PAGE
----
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Dr Liam Dougherty
University of Liverpool
Early Career Fellowship

Understanding the link between animal mate choice and the environment

Zebra finch couple (Taeniopygia guttata), Adobe Stock.

Choosing the right mate is hugely important for all animal species; picking a poor mate could mean your offspring don’t receive enough food during infanthood, or inherit poor genes which make them vulnerable to disease. Indeed, some form of mate choice has been observed in the vast majority of animal groups, from humans and other mammals to lowly cockroaches and worms. However, it is not only choosing the best mate that is important: animals (and humans) must also decide how much they prefer Mr or Mrs Right over other, less attractive options. For example: imagine that you find Olympic gold medallists attractive. Should you decide to only ever date gold medallists, even if the chances of you finding one in the general population are very low? Or should you settle for silver and bronze medallists as well? Importantly, this decision should depend in part on the mating environment; for example, it’s easier to be choosy when there are lots of potential mates available.

This decision, of how choosy to be at any given moment, is one that animals have to make often in the wild. We know this because animals often change how choosy they are in response to changes in the environment. However, what isn’t clear is which environmental factors most strongly influence mate choice across species, and there are a lot of potential factors to choose from. I am investigating this question using two approaches. First, I am surveying the scientific literature to find studies that test for changes in animal choosiness in response to changes in the environment. I will use a meta-analysis approach to unify this data into a single statistical analysis, in order to determine which conditions favour being choosy across the animal kingdom. Second, I am examining whether choosiness evolves in response to changes in the environment over multiple generations, using meal moth populations that have been reared under controlled conditions for 140 generations.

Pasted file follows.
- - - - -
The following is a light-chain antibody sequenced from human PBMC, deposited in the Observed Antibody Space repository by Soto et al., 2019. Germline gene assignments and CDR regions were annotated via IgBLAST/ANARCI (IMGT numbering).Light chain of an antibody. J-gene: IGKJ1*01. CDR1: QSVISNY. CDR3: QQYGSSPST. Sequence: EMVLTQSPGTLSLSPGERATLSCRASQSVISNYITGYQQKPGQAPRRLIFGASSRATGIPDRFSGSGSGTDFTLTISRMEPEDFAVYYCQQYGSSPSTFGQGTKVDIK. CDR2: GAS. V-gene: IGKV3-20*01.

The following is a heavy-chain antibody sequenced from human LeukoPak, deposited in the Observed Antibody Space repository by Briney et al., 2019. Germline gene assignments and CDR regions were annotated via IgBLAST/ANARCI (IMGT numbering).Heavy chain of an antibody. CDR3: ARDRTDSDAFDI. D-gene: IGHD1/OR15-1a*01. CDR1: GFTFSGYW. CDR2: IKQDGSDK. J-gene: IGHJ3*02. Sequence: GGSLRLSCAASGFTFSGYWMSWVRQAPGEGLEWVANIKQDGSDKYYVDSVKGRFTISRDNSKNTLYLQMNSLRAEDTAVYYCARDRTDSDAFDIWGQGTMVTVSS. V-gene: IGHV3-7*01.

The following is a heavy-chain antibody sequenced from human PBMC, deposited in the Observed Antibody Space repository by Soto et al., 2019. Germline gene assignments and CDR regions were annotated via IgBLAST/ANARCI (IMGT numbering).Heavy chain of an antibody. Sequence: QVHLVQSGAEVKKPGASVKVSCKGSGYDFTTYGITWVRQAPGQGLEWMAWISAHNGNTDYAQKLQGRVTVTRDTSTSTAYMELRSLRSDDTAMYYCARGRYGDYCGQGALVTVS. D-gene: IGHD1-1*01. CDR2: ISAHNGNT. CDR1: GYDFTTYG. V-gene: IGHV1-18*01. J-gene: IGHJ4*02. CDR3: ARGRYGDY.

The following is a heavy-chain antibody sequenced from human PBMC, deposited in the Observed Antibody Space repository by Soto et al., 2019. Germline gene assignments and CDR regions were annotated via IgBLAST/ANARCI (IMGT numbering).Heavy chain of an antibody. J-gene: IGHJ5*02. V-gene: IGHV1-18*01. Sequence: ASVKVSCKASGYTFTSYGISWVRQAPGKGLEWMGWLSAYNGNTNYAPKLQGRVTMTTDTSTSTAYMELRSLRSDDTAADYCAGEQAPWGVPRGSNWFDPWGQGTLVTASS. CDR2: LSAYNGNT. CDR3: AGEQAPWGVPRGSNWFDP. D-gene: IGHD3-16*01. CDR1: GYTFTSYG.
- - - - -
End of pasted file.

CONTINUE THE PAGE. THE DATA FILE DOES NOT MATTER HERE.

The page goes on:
With this project I intend to put animal mate choice back into the real world. Understanding how the environment influences choosiness, and the extent to which mating behaviour is flexible, will allow us to better predict animal mating behaviour in the natural environment, which is highly variable both in time and space. It will also help to explain the conditions favouring the evolution of mate choice in the first place. Finally, it will also help us to predict how natural populations will respond and adapt to the (human-induced) environmental change we are now seeing around the world.

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